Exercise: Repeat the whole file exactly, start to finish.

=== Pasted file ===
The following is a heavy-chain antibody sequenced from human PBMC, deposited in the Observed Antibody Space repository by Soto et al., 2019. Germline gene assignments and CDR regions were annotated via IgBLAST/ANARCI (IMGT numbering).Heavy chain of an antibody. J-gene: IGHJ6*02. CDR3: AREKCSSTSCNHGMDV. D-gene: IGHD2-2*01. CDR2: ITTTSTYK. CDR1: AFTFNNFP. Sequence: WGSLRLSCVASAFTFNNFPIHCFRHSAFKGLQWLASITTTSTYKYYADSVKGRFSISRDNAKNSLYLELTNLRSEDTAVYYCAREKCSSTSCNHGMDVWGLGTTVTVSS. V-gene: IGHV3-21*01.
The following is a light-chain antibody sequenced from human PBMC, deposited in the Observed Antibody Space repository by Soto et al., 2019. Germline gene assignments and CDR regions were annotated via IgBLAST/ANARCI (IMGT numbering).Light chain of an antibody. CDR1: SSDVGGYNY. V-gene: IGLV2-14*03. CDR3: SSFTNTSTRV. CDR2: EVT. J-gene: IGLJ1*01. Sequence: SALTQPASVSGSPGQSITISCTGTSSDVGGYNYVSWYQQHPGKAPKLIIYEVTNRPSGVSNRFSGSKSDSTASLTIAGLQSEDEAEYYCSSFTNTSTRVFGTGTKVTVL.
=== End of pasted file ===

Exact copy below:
The following is a heavy-chain antibody sequenced from human PBMC, deposited in the Observed Antibody Space repository by Soto et al., 2019. Germline gene assignments and CDR regions were annotated via IgBLAST/ANARCI (IMGT numbering).Heavy chain of an antibody. J-gene: IGHJ6*02. CDR3: AREKCSSTSCNHGMDV. D-gene: IGHD2-2*01. CDR2: ITTTSTYK. CDR1: AFTFNNFP. Sequence: WGSLRLSCVASAFTFNNFPIHCFRHSAFKGLQWLASITTTSTYKYYADSVKGRFSISRDNAKNSLYLELTNLRSEDTAVYYCAREKCSSTSCNHGMDVWGLGTTVTVSS. V-gene: IGHV3-21*01.
The following is a light-chain antibody sequenced from human PBMC, deposited in the Observed Antibody Space repository by Soto et al., 2019. Germline gene assignments and CDR regions were annotated via IgBLAST/ANARCI (IMGT numbering).Light chain of an antibody. CDR1: SSDVGGYNY. V-gene: IGLV2-14*03. CDR3: SSFTNTSTRV. CDR2: EVT. J-gene: IGLJ1*01. Sequence: SALTQPASVSGSPGQSITISCTGTSSDVGGYNYVSWYQQHPGKAPKLIIYEVTNRPSGVSNRFSGSKSDSTASLTIAGLQSEDEAEYYCSSFTNTSTRVFGTGTKVTVL.